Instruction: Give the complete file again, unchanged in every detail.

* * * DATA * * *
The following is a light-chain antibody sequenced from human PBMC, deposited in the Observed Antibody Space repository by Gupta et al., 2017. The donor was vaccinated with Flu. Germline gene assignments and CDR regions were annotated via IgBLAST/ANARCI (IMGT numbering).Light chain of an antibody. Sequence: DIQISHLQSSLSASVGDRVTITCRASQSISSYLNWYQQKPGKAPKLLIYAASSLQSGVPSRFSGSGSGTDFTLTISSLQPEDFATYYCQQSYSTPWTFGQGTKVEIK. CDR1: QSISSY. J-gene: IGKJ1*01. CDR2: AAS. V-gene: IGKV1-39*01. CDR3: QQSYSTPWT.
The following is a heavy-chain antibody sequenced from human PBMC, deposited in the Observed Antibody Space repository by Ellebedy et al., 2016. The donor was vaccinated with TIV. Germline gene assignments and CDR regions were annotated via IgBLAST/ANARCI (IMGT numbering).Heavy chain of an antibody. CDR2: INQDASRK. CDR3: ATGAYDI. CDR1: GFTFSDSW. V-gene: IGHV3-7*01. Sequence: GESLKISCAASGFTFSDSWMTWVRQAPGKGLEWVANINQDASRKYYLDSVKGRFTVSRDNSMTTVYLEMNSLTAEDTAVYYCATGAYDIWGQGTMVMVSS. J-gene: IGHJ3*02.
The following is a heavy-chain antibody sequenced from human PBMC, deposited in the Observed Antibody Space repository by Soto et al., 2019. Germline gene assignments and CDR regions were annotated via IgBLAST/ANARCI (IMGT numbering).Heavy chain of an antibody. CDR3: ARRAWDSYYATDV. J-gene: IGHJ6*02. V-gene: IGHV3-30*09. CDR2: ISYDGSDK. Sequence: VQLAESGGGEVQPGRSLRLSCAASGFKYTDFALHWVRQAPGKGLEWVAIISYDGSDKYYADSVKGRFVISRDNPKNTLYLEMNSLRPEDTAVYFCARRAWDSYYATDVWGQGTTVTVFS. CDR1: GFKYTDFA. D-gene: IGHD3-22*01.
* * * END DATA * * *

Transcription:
The following is a light-chain antibody sequenced from human PBMC, deposited in the Observed Antibody Space repository by Gupta et al., 2017. The donor was vaccinated with Flu. Germline gene assignments and CDR regions were annotated via IgBLAST/ANARCI (IMGT numbering).Light chain of an antibody. Sequence: DIQISHLQSSLSASVGDRVTITCRASQSISSYLNWYQQKPGKAPKLLIYAASSLQSGVPSRFSGSGSGTDFTLTISSLQPEDFATYYCQQSYSTPWTFGQGTKVEIK. CDR1: QSISSY. J-gene: IGKJ1*01. CDR2: AAS. V-gene: IGKV1-39*01. CDR3: QQSYSTPWT.
The following is a heavy-chain antibody sequenced from human PBMC, deposited in the Observed Antibody Space repository by Ellebedy et al., 2016. The donor was vaccinated with TIV. Germline gene assignments and CDR regions were annotated via IgBLAST/ANARCI (IMGT numbering).Heavy chain of an antibody. CDR2: INQDASRK. CDR3: ATGAYDI. CDR1: GFTFSDSW. V-gene: IGHV3-7*01. Sequence: GESLKISCAASGFTFSDSWMTWVRQAPGKGLEWVANINQDASRKYYLDSVKGRFTVSRDNSMTTVYLEMNSLTAEDTAVYYCATGAYDIWGQGTMVMVSS. J-gene: IGHJ3*02.
The following is a heavy-chain antibody sequenced from human PBMC, deposited in the Observed Antibody Space repository by Soto et al., 2019. Germline gene assignments and CDR regions were annotated via IgBLAST/ANARCI (IMGT numbering).Heavy chain of an antibody. CDR3: ARRAWDSYYATDV. J-gene: IGHJ6*02. V-gene: IGHV3-30*09. CDR2: ISYDGSDK. Sequence: VQLAESGGGEVQPGRSLRLSCAASGFKYTDFALHWVRQAPGKGLEWVAIISYDGSDKYYADSVKGRFVISRDNPKNTLYLEMNSLRPEDTAVYFCARRAWDSYYATDVWGQGTTVTVFS. CDR1: GFKYTDFA. D-gene: IGHD3-22*01.